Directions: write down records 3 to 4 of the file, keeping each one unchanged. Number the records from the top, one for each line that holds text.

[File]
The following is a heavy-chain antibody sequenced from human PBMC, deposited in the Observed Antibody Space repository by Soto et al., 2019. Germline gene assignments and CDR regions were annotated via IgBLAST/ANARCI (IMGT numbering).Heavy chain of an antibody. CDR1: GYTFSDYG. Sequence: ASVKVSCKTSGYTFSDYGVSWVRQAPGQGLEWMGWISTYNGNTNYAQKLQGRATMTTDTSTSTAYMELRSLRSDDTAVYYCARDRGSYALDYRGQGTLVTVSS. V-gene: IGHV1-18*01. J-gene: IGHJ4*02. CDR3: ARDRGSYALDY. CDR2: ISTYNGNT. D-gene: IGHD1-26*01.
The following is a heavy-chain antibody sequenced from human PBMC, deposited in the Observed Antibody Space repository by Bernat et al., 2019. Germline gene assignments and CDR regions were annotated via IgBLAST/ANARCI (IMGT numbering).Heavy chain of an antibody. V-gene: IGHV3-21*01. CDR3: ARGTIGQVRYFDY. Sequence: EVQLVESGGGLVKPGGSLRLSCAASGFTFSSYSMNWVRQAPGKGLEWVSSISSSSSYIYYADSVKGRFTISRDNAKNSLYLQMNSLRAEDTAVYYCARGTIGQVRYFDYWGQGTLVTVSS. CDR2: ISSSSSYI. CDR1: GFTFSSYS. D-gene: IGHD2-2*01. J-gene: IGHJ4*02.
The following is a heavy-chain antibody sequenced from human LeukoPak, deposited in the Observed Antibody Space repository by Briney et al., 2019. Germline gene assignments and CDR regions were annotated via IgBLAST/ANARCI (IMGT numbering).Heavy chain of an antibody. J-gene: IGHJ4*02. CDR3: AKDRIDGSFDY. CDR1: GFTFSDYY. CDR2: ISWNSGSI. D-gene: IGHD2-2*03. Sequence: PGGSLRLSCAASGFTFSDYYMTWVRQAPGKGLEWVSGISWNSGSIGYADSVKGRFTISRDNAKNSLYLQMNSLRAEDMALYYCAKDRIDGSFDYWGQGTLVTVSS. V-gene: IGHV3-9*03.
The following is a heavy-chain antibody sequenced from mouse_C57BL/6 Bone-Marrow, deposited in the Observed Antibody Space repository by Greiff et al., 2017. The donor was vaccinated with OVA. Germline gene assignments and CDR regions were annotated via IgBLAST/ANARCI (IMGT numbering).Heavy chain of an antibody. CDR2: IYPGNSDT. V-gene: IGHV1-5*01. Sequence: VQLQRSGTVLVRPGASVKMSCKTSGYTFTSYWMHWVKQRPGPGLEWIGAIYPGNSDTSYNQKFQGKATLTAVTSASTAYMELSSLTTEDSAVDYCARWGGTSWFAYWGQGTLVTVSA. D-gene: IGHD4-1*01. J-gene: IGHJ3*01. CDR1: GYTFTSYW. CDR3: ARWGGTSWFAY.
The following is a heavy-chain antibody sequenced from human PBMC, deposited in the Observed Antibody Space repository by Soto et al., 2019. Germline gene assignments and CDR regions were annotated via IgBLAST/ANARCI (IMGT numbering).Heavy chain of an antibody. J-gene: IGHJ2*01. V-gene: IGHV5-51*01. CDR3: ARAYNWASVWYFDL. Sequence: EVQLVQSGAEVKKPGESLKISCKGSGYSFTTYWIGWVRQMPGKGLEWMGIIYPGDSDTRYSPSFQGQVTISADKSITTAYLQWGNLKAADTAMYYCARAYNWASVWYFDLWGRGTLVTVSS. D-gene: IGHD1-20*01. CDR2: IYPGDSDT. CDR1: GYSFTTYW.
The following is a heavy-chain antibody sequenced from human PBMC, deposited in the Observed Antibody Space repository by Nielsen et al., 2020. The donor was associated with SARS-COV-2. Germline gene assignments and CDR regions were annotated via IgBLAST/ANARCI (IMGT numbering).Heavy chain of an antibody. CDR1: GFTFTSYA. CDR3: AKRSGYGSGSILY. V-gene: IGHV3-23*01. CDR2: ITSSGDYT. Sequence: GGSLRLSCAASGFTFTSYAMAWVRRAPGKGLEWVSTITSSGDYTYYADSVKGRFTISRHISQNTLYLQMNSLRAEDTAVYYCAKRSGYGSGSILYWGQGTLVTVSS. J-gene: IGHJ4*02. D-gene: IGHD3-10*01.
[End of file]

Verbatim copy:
The following is a heavy-chain antibody sequenced from human LeukoPak, deposited in the Observed Antibody Space repository by Briney et al., 2019. Germline gene assignments and CDR regions were annotated via IgBLAST/ANARCI (IMGT numbering).Heavy chain of an antibody. J-gene: IGHJ4*02. CDR3: AKDRIDGSFDY. CDR1: GFTFSDYY. CDR2: ISWNSGSI. D-gene: IGHD2-2*03. Sequence: PGGSLRLSCAASGFTFSDYYMTWVRQAPGKGLEWVSGISWNSGSIGYADSVKGRFTISRDNAKNSLYLQMNSLRAEDMALYYCAKDRIDGSFDYWGQGTLVTVSS. V-gene: IGHV3-9*03.
The following is a heavy-chain antibody sequenced from mouse_C57BL/6 Bone-Marrow, deposited in the Observed Antibody Space repository by Greiff et al., 2017. The donor was vaccinated with OVA. Germline gene assignments and CDR regions were annotated via IgBLAST/ANARCI (IMGT numbering).Heavy chain of an antibody. CDR2: IYPGNSDT. V-gene: IGHV1-5*01. Sequence: VQLQRSGTVLVRPGASVKMSCKTSGYTFTSYWMHWVKQRPGPGLEWIGAIYPGNSDTSYNQKFQGKATLTAVTSASTAYMELSSLTTEDSAVDYCARWGGTSWFAYWGQGTLVTVSA. D-gene: IGHD4-1*01. J-gene: IGHJ3*01. CDR1: GYTFTSYW. CDR3: ARWGGTSWFAY.